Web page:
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You have already gotten some great advice,but I will echo what's been said here. Give the cat more time to adjust.
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post #9 of 22 (permalink) Old 02-25-2013, 11:44 PM
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I think it's ridiculous to keep a cat for life that you're not happy with them. I've rehomed cats, as have many people here. In fact, a large majority of us got our cats because they were rehomed/surrendered/abandoned. I'm so glad that the people who had Cleo and Cinderella rehomed them. They both found their last home with me.

Will the shelter allow you to exchange cats at this point? If so, and if that's what you decide, take your girls with you and really spend a lot of time at the shelter and be picky. You don't have to take another cat home that very day.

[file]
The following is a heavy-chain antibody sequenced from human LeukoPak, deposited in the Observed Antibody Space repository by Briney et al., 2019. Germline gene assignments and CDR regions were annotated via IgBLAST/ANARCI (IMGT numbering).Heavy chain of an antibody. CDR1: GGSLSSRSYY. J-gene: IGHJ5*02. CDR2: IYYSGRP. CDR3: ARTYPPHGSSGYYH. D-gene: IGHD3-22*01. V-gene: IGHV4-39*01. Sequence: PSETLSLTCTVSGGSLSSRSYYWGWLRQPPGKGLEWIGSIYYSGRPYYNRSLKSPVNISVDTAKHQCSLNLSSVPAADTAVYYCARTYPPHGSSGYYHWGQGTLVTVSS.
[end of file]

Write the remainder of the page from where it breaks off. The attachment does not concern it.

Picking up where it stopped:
Some cats just aren't good around loud noises or children. If there had been children at my house, I think Cleo would still be hiding, 5 years later.

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post #10 of 22 (permalink) Old 02-26-2013, 12:13 AM
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I've spent years trying to help one of my cats get over the trauma that was in part caused by being rehomed multiple times. Every time his trust was broken (as he perceived it,) it was harder for him to trust again in the future. Not to say that every cat that is rehomed is traumatized, obviously - just that it's a possibility that it could be very upsetting for a thinking and feeling creature to be uprooted multiple times.

Like I said, too, I'm not necessarily against rehoming. There are times when it is in everyone's best interests.

I'm just saying I think it should be a last resort option, not a first resort option when a pet doesn't behave as expected. I just don't think a month is long enough, and it may be there are other solutions to try that could help integrate the cat into the household.